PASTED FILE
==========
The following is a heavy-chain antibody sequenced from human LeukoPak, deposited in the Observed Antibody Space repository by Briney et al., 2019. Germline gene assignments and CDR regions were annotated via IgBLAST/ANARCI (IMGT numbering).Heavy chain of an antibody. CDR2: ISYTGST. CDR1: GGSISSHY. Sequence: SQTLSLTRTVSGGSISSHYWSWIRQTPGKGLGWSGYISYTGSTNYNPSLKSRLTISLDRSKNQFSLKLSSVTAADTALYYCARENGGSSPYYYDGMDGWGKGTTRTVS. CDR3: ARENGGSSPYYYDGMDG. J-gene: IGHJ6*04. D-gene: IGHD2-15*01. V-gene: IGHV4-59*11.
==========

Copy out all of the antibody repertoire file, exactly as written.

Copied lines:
The following is a heavy-chain antibody sequenced from human LeukoPak, deposited in the Observed Antibody Space repository by Briney et al., 2019. Germline gene assignments and CDR regions were annotated via IgBLAST/ANARCI (IMGT numbering).Heavy chain of an antibody. CDR2: ISYTGST. CDR1: GGSISSHY. Sequence: SQTLSLTRTVSGGSISSHYWSWIRQTPGKGLGWSGYISYTGSTNYNPSLKSRLTISLDRSKNQFSLKLSSVTAADTALYYCARENGGSSPYYYDGMDGWGKGTTRTVS. CDR3: ARENGGSSPYYYDGMDG. J-gene: IGHJ6*04. D-gene: IGHD2-15*01. V-gene: IGHV4-59*11.